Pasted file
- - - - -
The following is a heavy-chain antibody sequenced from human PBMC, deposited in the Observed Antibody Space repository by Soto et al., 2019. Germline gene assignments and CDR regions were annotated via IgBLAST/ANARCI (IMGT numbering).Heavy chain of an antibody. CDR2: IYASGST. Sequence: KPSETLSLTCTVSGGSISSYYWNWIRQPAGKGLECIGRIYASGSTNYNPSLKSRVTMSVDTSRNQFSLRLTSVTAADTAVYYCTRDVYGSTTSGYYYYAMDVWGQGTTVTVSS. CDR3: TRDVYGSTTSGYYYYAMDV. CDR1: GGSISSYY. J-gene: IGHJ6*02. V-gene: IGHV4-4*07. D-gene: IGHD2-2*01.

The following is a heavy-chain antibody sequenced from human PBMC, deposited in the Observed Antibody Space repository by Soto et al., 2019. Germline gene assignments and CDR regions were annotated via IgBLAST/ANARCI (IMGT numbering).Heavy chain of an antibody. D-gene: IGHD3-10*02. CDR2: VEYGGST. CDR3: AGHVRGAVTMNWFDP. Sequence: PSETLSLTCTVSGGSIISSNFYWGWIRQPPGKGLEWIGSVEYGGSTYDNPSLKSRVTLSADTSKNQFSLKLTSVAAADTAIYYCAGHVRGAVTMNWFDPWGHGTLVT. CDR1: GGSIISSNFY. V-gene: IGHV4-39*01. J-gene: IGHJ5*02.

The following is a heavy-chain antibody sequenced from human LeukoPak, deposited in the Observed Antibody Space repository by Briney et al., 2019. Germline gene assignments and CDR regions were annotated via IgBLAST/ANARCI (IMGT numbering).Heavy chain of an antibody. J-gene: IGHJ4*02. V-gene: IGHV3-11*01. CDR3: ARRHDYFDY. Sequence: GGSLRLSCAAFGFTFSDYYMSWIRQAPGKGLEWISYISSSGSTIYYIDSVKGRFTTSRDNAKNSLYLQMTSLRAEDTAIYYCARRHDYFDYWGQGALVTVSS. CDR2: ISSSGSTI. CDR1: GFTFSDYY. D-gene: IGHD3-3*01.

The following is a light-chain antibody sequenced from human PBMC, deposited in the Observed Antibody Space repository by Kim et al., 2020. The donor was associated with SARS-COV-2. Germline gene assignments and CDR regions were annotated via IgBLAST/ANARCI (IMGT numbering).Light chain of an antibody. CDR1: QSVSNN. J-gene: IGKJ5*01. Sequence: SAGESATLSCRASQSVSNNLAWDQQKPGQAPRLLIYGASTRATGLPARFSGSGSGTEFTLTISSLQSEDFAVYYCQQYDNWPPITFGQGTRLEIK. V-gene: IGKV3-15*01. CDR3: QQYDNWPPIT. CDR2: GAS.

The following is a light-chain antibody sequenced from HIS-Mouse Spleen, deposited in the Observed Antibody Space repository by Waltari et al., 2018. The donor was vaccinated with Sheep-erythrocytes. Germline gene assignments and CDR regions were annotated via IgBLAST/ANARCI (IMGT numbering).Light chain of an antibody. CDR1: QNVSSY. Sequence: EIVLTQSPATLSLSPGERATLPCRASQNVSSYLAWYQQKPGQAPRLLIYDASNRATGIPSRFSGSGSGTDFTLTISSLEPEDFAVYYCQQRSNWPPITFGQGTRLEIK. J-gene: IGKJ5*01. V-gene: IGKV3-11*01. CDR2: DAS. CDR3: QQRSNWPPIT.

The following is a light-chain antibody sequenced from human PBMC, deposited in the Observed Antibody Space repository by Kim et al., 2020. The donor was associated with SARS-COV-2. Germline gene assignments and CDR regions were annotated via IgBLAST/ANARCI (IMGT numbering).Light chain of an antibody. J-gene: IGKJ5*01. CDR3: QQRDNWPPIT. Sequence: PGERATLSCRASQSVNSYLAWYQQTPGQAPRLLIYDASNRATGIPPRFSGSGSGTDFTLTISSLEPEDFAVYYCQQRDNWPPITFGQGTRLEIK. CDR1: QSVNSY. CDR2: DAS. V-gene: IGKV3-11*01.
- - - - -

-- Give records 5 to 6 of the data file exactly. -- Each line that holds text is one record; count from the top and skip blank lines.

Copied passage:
The following is a light-chain antibody sequenced from HIS-Mouse Spleen, deposited in the Observed Antibody Space repository by Waltari et al., 2018. The donor was vaccinated with Sheep-erythrocytes. Germline gene assignments and CDR regions were annotated via IgBLAST/ANARCI (IMGT numbering).Light chain of an antibody. CDR1: QNVSSY. Sequence: EIVLTQSPATLSLSPGERATLPCRASQNVSSYLAWYQQKPGQAPRLLIYDASNRATGIPSRFSGSGSGTDFTLTISSLEPEDFAVYYCQQRSNWPPITFGQGTRLEIK. J-gene: IGKJ5*01. V-gene: IGKV3-11*01. CDR2: DAS. CDR3: QQRSNWPPIT.

The following is a light-chain antibody sequenced from human PBMC, deposited in the Observed Antibody Space repository by Kim et al., 2020. The donor was associated with SARS-COV-2. Germline gene assignments and CDR regions were annotated via IgBLAST/ANARCI (IMGT numbering).Light chain of an antibody. J-gene: IGKJ5*01. CDR3: QQRDNWPPIT. Sequence: PGERATLSCRASQSVNSYLAWYQQTPGQAPRLLIYDASNRATGIPPRFSGSGSGTDFTLTISSLEPEDFAVYYCQQRDNWPPITFGQGTRLEIK. CDR1: QSVNSY. CDR2: DAS. V-gene: IGKV3-11*01.